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A friend of ours came over for a playdate with Emir and Ayelén. With 6 years old she’s curious and talks a lot. She knows that Emir and Ayelen have Down syndrome, and it seems to be a very interesting topic for her to discuss, so the other day she got me with a tricky but simple question. “How would they be if they didn’t have Down syndrome?” she asked.

Years ago, if I’d asked myself this question, I would’ve felt it was a sin. I wouldn’t have dared to question God or my love for my kids. I would have felt guilty and upset with myself for even thinking about it. Asking that question would have meant a lack of love and acceptance from myself. Even answering would have broken my heart.

But when love and true acceptance are in your heart, you wake up to the realization of just how much you have matured and evolved. There is a time in our lives when questions are just that, simple questions that may lead us to deep reflection.

How do you imagine them without Down syndrome? I asked her.

I can imagine them with bigger eyes, she said. And I don’t think their eyes are not big enough, but for a weird reason they look smaller.

 

You are right, I told her. Is not that their eyes are not big enough, but it’s the way people perceive them. But I’m sure they see as well as you do. The world doesn’t seem different from their almond-shaped eyes.

She kept going…

They would probably talk more, and I would be able to understand them much better. And it’s not that I don’t get them, but sometimes I have to pay more attention and slow down to be able to understand them.

You are right again. Is not that understanding them that is hard, but not everyone is willing to slow down as you do, to listen to them and give them the time and attention they need to be understood.

Maybe Emir would be taller, and Ayelén would like to play outside on the monkey bars more.

I’m sure Emir would be taller, but I’m not sure about Ayelén, I said.

She continued… However the most important is that we love them the way they are. When I look at them I don’t see any difference but some times I can´t help myself from seeing different. I’m not sure if you understand what I’m trying to explain.

More than you think, I said.

And the playdate kept going. Laughter, tears, playing and fights. She got her answer, but my mind was just starting to process hers.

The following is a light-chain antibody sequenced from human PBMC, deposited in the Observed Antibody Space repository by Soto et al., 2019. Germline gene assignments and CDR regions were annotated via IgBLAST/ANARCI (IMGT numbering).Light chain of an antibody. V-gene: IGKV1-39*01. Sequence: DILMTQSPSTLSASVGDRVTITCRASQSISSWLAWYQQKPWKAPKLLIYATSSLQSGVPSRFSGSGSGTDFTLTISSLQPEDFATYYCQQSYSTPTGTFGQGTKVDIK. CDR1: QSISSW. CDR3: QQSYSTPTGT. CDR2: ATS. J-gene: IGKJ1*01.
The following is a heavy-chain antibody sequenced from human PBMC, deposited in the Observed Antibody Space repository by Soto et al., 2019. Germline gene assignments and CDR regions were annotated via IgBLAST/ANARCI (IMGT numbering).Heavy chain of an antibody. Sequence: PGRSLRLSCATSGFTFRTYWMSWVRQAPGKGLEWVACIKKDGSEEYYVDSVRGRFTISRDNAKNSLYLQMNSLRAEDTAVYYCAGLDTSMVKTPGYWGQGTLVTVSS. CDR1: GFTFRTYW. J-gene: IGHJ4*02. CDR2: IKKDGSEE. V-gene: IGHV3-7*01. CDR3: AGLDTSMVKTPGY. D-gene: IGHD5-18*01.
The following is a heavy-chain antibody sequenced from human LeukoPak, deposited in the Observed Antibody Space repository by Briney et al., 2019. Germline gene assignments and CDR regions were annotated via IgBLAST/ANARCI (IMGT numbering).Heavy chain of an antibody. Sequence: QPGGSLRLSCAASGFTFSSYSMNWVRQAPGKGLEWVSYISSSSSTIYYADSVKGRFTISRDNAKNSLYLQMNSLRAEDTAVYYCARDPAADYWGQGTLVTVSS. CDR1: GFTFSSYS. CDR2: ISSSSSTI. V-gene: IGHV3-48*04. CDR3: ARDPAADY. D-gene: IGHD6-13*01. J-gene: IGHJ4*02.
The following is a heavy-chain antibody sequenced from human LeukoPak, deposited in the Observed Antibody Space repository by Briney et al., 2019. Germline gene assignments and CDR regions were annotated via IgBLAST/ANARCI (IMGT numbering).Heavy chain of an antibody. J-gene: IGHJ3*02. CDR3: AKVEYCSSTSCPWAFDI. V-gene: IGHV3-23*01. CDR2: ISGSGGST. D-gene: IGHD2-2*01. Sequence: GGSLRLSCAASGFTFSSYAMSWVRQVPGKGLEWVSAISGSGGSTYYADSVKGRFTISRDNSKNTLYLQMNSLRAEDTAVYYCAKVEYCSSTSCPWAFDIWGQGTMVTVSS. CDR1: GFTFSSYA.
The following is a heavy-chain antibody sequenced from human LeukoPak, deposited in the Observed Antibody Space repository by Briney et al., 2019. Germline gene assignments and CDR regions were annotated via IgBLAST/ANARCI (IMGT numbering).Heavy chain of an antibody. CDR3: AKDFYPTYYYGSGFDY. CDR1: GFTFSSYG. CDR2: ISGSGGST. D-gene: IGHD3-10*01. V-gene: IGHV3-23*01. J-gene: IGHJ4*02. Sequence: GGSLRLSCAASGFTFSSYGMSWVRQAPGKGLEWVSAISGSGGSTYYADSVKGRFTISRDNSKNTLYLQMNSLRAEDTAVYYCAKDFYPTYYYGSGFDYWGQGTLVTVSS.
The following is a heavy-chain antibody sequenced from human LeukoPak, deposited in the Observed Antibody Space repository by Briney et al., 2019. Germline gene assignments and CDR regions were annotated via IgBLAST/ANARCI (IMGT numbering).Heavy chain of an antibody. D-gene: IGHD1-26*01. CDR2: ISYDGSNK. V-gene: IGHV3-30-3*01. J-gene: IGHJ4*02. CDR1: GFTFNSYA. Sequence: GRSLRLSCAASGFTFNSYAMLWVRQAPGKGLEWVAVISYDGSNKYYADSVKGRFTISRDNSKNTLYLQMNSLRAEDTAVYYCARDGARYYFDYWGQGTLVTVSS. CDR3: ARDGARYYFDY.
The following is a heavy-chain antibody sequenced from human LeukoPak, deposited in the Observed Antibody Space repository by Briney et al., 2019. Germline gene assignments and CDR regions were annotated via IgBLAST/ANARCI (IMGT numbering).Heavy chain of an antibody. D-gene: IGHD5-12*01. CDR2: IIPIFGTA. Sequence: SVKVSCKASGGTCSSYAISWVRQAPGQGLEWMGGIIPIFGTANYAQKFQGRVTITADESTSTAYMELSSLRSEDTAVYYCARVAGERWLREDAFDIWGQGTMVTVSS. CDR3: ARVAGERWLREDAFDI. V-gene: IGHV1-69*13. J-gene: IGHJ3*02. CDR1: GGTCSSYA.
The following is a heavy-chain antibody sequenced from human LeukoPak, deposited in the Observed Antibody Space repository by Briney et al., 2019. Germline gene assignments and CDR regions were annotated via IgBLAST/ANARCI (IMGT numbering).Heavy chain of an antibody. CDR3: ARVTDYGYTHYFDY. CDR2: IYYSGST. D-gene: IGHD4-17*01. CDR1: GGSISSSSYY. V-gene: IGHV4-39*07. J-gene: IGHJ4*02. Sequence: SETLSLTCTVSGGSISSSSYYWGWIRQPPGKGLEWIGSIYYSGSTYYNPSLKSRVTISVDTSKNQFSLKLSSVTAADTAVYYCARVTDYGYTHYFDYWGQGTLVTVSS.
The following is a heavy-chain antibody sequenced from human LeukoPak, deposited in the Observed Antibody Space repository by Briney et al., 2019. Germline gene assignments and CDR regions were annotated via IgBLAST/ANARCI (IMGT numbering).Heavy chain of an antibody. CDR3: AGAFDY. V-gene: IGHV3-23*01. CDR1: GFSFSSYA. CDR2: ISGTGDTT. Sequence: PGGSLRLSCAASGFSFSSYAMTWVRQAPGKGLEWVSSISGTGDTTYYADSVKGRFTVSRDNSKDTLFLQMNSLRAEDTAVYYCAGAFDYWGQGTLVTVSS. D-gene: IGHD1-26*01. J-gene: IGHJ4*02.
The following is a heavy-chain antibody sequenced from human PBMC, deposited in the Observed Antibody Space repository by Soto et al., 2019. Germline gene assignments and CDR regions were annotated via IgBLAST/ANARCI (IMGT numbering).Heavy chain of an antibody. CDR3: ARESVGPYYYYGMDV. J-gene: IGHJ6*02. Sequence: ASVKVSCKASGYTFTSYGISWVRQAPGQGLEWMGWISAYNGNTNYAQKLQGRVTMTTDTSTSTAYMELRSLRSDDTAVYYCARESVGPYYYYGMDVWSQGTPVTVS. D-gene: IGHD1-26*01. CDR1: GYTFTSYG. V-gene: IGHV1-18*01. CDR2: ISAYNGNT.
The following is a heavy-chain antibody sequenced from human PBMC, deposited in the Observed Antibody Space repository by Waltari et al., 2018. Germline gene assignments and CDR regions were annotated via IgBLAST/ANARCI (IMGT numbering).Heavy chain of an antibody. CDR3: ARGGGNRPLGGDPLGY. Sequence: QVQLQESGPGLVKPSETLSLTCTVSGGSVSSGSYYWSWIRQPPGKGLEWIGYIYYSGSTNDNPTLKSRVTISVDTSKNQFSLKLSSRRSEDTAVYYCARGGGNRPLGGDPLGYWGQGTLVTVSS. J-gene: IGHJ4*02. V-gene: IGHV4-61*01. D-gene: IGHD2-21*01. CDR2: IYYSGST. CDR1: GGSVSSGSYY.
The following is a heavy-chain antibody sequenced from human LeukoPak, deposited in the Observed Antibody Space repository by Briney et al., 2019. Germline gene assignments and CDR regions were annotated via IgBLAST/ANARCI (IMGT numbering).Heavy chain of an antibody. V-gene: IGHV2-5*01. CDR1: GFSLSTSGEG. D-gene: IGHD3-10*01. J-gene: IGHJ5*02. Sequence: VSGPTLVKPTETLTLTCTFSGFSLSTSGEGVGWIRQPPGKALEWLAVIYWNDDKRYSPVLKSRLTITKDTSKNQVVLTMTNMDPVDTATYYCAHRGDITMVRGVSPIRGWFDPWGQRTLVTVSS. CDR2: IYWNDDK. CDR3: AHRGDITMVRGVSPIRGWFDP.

Would I have loved them more or less if they were not born with Down syndrome? I don’t think so.

Would they be happier or better if they didn’t have this extra chromosome? No way.

 

And even knowing that this question may generate a great discussion between those who have a child with special needs and those who do not, the truth is that it’s absolutely possible to find happiness while living with a disability, or raising a child with one.

Breaking the prejudice is essential to start seeing life from another perspective, to celebrate its miracle and to find to the tools to believe in different ways of living and loving.

As the mother of two kids with Down syndrome, I know that sometimes the future seems scary. As parents, we may feel overwhelmed when we try to look at the future from where we stand today. However, all these years have taught me something. And that is that the only thing I can do is to focus on the present, give them a typical life without limitations, and never deprive them, under the guise of protecting them, of the natural opportunity to learn from their triumphs and mistakes.

In the hardest times of life, when I have felt lost and insecure about the future, I have learned the most important lesson. The problem is not their disability or their extra chromosome; it is instead my lack of faith in myself and in love. Everything starts in our hearts, and from the way, we perceive the ones we love.

I don’t know how they would have been if they were not born with Down syndrome, but I know how they are now, and I love them just the way they are.

Sometimes people think that loving a child with special needs is a heroic act. But loving your own child is nothing out of the ordinary. It is natural, motivating, and the reason why we evolve as individuals to become parents.

 

I guess the most important lesson is to understand that love can’t ever be underestimated. Once we get that, everything else seems clearer—even the questions we were afraid to ask and the answers we were afraid to ponder.

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